Identity Theft is the fastest growing crime in America. By some estimates, one in eight Americans have been victimized in the last three years alone.
And now the Government may want you - the business owner - to pay for it.
A Michigan State University survey found that 51% of the ID theft occurs at work. The ID that's stolen at work is a bigger potential problem than the millions of IDs stolen from the Internet.
Why? Because when it happens at work it was stolen on purpose. It will be used, undoubtedly for bad purposes.
2003 legislation (FACTA - Fair & Accurate Credit Transactions Act) says if the loss occurred because of anything you did or didn't do, you're is liable for all of the employee's costs... an average of almost $93,000 per incident.
What can you do? You're undoubtedly asking that question both as an employer and as a person who might personally be a victim.
For you, the employer, here are several steps that will limit your liability. Nothing will keep you totally risk-free, but this will help against fines and penalties.
Luckily there are some actions you can take to create an "affirmative defense" to help limit your liability. First, implement the actions required under an-other privacy-protection law, the Graham, Leach, Bliley law. It requires three steps:
- Appoint an Information Security officer.
- Adopt a written privacy plan.
- Train employees who handle NPI ("non-public information") about appropriate privacy-safeguarding techniques.
These steps sound harder than they are.
We provide our clients -- at no cost to them -- with prototype documents for their counsel to review and we also run the training for them. We'll gladly do the same for you. Free.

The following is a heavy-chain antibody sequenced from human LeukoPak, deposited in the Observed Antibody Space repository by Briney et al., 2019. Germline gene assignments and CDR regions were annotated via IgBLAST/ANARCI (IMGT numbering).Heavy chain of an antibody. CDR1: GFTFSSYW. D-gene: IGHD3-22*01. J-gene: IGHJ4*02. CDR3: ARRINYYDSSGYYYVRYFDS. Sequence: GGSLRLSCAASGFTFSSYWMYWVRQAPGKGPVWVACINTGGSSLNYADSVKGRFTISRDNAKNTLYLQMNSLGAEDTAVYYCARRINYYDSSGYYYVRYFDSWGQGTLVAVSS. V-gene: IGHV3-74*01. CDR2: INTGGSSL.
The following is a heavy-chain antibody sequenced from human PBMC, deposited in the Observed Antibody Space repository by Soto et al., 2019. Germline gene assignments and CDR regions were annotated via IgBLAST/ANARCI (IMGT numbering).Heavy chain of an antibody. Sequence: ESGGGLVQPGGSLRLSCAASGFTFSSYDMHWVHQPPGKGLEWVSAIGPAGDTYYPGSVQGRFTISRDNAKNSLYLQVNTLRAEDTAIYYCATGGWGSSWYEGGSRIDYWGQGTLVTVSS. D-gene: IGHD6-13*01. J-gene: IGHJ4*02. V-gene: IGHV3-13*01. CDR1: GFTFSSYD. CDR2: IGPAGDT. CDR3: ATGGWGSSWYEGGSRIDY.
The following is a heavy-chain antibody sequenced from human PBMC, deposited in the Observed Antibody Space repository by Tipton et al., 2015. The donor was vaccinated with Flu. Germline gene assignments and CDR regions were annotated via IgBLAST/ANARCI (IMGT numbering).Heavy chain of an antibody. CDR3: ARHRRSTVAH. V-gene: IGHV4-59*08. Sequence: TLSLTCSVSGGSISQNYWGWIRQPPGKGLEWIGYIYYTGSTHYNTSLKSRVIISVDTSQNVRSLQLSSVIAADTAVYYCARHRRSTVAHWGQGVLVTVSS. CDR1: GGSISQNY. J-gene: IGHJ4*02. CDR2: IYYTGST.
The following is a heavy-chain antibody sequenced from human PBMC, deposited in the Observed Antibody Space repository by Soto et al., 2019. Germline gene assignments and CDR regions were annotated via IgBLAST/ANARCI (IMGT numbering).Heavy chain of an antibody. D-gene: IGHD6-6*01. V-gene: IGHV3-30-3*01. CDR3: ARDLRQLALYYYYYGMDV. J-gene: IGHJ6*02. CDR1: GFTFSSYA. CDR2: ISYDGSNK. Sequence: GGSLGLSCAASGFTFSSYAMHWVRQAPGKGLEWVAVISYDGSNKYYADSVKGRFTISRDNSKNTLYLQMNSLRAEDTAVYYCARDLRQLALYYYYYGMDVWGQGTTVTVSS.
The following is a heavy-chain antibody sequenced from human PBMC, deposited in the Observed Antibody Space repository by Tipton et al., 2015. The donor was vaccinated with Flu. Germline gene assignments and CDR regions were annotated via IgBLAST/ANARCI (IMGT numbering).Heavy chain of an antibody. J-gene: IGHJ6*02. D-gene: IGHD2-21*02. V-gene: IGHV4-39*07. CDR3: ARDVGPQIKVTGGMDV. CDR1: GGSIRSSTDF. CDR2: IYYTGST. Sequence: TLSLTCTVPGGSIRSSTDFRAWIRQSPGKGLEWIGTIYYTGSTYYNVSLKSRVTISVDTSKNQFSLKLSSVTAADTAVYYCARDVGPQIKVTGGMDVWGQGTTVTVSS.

Specifically, we help you offer a benefit plan (you needn't help pay for this) that lets employees purchase ID Theft protection products via payroll withholding.
We also run the required mandatory ID Theft education meetings -- just like the meetings you hold to discuss health insurance or other group changes. At these meetings we teach your employees about the risk of ID Theft and how to minimize and monitor it.
Those aren't the only steps you should take. While you're at it, why not look for gaps in your privacy shield? Reducing the chance of a theft occurring is a wise decision in any event.
But the above steps help you in two ways. First, if an employee's identity is stolen, the protection product he purchased will keep his loss - and your liability - at a minimum.
What more could you have done? It's certainly not your fault the employee chose not to protect himself.
Third, if several employees have their IDs stolen in a short period of time, it's probably a red flag that there's something funny going on somewhere in the company. It gives you warning to take internal action.
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